Shrek begins with a two-dimensional, storybook animation in the same vein as Beauty and the Beast. A similar orchestral track swells behind a narration detailing a similar tale to that of the Prince’s; Fiona is cursed with an enchantment that can also be broken with true love’s kiss. The music abruptly cuts as Shrek’s green, nubby fingers tear a page from the book to use as toilet paper. Saying of the story, “what a load of *toilet flushes*” (implying a more explicit term) and a different type of music blasts; the angsty and recognizable “Allstar” begins playing as the ogre emerges from his shed. The colors are also based in nature tones, but they are more abrasive. Green and brown cover the screen in the form of mud, grass, bugs, and Shrek himself. The audience is treated to rather distasteful sequence of Shrek’s morning routine. He showers in mud, brushes his teeth with bug goo, breaks a mirror by looking in the reflection, and releases a literally deadly fart in the pond. It’s rather vulgar as slimy creatures and insects, unappetizing textures, and grossly-associated colors make up the composition. Shrek is fat, ugly, and disgusting. When the villagers try to capture him, he terrifies them and picks up a sign reading, “wanted: fairytale creatures” literally telling audiences that Shrek is the antithesis of the signature, Disney fairytale. We see the seven dwarfs in chains and a witch, the three little bears, three little pigs, and Pinocchio facing imminent incarceration. The self-reflexive quality doesn’t create a format vastly different from the Disney fairytale, but, instead, employs it to divert expectations in a satirical fashion.

Cars starts with a more consumerist approach. Opening on what I refer to as automobile porn, Cars highlights the sharp edges, alluring curves, and hypnotic shine of the modern race car. Until the audience actually sees Lightening McQueen’s animated face and the rest of the Cars universe, the film can pass for live-action montage of a race car. Like Beauty and the Beast and Shrek, Cars is accompanied by a voiceover, but one of a different kind; the intentionally named Bob Cutlass (a cutlass is a 1999 sedan and Bob Costas is a famous sports commentator) and Darrel Cartrip (Car trip is self-explanatory, and Darrel Waltrip was a legendary racecar driver) provide sports commentary for the Piston Cup. The editing and pacing style is immediately recognizable as it convincingly echoes that of actual car racing broadcasts. The viewer is practically slammed in the face with cultural references; The racecars are all covered in branding stickers, the Good Year blimp flies over the stadium, and there is still a MUCH longer line for the women’s restroom—even for cars! The camera-work is fast and various, with whip-pans & zooms, overheads, perspective shots, and dollies. Elaborate graphics add to the frame to reinforce the television feel.  Unlike the simple and muted backgrounds of Beauty and the Beast, Cars fills every edge of the frame with movement and brilliant colors. Instead of satirizing Disney like Dreamworks, Pixar completely reinvents the form.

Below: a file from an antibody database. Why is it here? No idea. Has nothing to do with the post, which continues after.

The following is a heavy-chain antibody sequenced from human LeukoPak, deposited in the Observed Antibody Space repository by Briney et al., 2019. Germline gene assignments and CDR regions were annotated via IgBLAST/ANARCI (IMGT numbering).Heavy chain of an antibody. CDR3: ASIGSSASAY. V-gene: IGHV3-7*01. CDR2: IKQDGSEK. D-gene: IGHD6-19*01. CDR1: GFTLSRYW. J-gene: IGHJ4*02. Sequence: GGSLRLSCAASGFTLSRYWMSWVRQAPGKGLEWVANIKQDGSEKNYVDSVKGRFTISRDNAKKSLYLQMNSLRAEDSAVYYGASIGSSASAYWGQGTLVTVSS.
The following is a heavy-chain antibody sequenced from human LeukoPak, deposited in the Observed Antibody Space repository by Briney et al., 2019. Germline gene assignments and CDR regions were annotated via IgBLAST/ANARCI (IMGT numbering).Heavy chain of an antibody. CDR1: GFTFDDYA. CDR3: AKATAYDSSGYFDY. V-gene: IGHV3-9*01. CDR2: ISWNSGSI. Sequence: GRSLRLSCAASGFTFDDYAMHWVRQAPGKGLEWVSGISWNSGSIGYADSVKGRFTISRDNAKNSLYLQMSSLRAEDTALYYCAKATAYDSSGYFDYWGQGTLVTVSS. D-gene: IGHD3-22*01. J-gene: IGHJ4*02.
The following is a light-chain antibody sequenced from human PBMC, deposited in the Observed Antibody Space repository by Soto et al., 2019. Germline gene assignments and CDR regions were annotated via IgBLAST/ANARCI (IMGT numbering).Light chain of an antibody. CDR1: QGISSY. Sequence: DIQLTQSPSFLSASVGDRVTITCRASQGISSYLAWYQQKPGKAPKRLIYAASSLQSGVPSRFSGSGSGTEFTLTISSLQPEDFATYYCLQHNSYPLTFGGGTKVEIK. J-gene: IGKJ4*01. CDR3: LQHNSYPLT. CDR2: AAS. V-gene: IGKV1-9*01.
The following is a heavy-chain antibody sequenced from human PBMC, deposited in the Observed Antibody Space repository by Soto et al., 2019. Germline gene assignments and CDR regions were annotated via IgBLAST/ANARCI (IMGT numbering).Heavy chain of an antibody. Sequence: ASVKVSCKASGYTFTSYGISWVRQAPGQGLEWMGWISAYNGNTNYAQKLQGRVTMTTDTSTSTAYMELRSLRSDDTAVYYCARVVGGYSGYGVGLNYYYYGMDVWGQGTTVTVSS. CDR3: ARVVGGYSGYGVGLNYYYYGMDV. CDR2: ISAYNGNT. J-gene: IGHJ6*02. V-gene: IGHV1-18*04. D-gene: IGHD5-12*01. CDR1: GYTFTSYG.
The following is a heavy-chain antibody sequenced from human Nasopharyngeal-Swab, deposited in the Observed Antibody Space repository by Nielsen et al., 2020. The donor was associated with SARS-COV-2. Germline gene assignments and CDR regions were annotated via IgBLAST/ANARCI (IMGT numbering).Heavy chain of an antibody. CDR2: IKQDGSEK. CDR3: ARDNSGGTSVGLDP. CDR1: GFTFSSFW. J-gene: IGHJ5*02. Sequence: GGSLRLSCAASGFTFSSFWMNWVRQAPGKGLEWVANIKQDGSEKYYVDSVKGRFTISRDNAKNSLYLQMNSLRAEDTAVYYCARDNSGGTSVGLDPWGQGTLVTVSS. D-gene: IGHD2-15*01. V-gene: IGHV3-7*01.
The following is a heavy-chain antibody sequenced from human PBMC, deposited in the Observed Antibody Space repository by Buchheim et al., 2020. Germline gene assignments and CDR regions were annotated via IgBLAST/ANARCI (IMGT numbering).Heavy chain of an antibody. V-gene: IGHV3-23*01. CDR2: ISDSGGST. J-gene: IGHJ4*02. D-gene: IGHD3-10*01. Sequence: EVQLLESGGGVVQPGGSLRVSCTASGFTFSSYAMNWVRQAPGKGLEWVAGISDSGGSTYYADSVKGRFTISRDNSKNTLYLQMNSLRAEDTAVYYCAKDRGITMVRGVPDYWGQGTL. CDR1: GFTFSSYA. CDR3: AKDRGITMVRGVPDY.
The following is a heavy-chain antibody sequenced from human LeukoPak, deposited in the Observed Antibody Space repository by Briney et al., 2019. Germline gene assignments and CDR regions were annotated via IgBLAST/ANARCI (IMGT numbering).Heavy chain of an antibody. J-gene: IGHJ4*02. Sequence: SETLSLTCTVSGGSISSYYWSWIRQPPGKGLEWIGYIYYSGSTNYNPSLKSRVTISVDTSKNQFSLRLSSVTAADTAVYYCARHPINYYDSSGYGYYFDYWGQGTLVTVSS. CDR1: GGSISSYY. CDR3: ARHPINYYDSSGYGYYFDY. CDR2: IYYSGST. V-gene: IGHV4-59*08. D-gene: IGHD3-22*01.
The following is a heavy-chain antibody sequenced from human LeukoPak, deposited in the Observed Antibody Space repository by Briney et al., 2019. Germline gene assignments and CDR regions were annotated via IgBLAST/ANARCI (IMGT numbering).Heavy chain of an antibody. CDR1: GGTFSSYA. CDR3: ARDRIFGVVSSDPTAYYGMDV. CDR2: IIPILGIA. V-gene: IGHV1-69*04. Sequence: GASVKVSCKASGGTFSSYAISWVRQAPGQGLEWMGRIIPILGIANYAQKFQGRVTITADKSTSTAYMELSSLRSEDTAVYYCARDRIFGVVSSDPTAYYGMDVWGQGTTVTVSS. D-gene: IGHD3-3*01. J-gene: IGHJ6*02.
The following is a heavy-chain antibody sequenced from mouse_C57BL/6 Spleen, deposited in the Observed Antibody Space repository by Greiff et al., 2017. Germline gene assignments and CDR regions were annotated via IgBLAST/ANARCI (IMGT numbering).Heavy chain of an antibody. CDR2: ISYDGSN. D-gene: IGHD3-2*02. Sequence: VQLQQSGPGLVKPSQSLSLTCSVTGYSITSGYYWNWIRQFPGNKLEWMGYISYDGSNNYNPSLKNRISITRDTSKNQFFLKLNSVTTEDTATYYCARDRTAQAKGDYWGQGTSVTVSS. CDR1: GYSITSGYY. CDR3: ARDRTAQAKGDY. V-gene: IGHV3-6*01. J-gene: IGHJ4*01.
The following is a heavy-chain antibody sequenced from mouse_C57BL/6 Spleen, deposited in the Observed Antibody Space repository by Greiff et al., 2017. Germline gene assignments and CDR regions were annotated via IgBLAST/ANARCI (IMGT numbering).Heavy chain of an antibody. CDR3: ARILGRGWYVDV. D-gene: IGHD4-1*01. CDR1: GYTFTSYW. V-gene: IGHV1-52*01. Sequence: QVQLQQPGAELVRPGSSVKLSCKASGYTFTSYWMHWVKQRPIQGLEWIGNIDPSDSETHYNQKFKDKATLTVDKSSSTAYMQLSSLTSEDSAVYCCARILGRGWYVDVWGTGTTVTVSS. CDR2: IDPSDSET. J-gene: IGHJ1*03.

Unlike Belle, the literal beauty, Shrek and Lightening McQueen epitomize masculinity. Shrek indulges the gross, adolescent boy fantasy of a hygiene-free life while Lightening McQueen makes girls scream with his arrogance and talent at a male-skewed sport. Dreamworks and Pixar both developed gendered animation traditions as a result of being run by a proverbial boy’s club. They found an opening in the market and capitalized on it. They statistically focus on male protagonists and their success in the endeavor reinforces our patriarchal society; one where quality is more associated with masculinity. Whether intentionally or not, this subversion belittles the Disney ethos and its alignment with a feminine demographic.